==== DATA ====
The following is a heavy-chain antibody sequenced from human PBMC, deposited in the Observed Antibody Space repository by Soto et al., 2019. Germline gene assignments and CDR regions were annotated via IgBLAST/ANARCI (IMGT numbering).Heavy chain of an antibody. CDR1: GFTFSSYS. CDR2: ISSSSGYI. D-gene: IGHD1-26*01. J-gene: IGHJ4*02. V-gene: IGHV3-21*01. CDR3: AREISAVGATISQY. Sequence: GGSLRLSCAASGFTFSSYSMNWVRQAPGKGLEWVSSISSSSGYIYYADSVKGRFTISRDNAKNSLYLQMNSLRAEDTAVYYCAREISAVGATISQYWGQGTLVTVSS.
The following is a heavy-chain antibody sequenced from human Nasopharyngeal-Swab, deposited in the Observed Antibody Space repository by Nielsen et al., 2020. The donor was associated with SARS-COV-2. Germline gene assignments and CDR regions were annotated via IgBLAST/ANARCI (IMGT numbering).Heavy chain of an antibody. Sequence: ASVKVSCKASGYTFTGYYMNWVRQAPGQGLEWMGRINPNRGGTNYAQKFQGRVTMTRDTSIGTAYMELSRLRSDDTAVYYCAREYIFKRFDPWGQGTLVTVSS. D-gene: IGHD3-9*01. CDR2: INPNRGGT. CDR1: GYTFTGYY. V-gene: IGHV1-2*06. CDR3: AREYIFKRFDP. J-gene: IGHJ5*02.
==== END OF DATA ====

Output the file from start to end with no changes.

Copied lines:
The following is a heavy-chain antibody sequenced from human PBMC, deposited in the Observed Antibody Space repository by Soto et al., 2019. Germline gene assignments and CDR regions were annotated via IgBLAST/ANARCI (IMGT numbering).Heavy chain of an antibody. CDR1: GFTFSSYS. CDR2: ISSSSGYI. D-gene: IGHD1-26*01. J-gene: IGHJ4*02. V-gene: IGHV3-21*01. CDR3: AREISAVGATISQY. Sequence: GGSLRLSCAASGFTFSSYSMNWVRQAPGKGLEWVSSISSSSGYIYYADSVKGRFTISRDNAKNSLYLQMNSLRAEDTAVYYCAREISAVGATISQYWGQGTLVTVSS.
The following is a heavy-chain antibody sequenced from human Nasopharyngeal-Swab, deposited in the Observed Antibody Space repository by Nielsen et al., 2020. The donor was associated with SARS-COV-2. Germline gene assignments and CDR regions were annotated via IgBLAST/ANARCI (IMGT numbering).Heavy chain of an antibody. Sequence: ASVKVSCKASGYTFTGYYMNWVRQAPGQGLEWMGRINPNRGGTNYAQKFQGRVTMTRDTSIGTAYMELSRLRSDDTAVYYCAREYIFKRFDPWGQGTLVTVSS. D-gene: IGHD3-9*01. CDR2: INPNRGGT. CDR1: GYTFTGYY. V-gene: IGHV1-2*06. CDR3: AREYIFKRFDP. J-gene: IGHJ5*02.